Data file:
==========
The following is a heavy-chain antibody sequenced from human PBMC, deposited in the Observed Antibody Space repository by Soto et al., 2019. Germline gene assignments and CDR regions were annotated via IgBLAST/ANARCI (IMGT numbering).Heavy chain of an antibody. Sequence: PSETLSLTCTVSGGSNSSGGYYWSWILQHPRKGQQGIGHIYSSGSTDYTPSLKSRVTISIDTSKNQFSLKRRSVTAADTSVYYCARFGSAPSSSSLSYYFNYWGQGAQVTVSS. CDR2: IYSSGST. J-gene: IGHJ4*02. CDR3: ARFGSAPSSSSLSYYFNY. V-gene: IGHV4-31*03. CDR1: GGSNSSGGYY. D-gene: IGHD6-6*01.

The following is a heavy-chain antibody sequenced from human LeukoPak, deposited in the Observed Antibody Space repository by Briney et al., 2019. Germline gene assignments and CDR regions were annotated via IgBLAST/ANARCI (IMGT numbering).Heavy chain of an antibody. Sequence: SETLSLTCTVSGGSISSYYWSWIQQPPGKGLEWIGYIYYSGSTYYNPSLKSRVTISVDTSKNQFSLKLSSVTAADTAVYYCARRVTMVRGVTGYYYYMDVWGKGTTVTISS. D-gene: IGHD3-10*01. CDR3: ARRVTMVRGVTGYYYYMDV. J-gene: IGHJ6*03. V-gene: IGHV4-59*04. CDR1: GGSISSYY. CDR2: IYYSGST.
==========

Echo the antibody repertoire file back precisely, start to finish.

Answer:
The following is a heavy-chain antibody sequenced from human PBMC, deposited in the Observed Antibody Space repository by Soto et al., 2019. Germline gene assignments and CDR regions were annotated via IgBLAST/ANARCI (IMGT numbering).Heavy chain of an antibody. Sequence: PSETLSLTCTVSGGSNSSGGYYWSWILQHPRKGQQGIGHIYSSGSTDYTPSLKSRVTISIDTSKNQFSLKRRSVTAADTSVYYCARFGSAPSSSSLSYYFNYWGQGAQVTVSS. CDR2: IYSSGST. J-gene: IGHJ4*02. CDR3: ARFGSAPSSSSLSYYFNY. V-gene: IGHV4-31*03. CDR1: GGSNSSGGYY. D-gene: IGHD6-6*01.

The following is a heavy-chain antibody sequenced from human LeukoPak, deposited in the Observed Antibody Space repository by Briney et al., 2019. Germline gene assignments and CDR regions were annotated via IgBLAST/ANARCI (IMGT numbering).Heavy chain of an antibody. Sequence: SETLSLTCTVSGGSISSYYWSWIQQPPGKGLEWIGYIYYSGSTYYNPSLKSRVTISVDTSKNQFSLKLSSVTAADTAVYYCARRVTMVRGVTGYYYYMDVWGKGTTVTISS. D-gene: IGHD3-10*01. CDR3: ARRVTMVRGVTGYYYYMDV. J-gene: IGHJ6*03. V-gene: IGHV4-59*04. CDR1: GGSISSYY. CDR2: IYYSGST.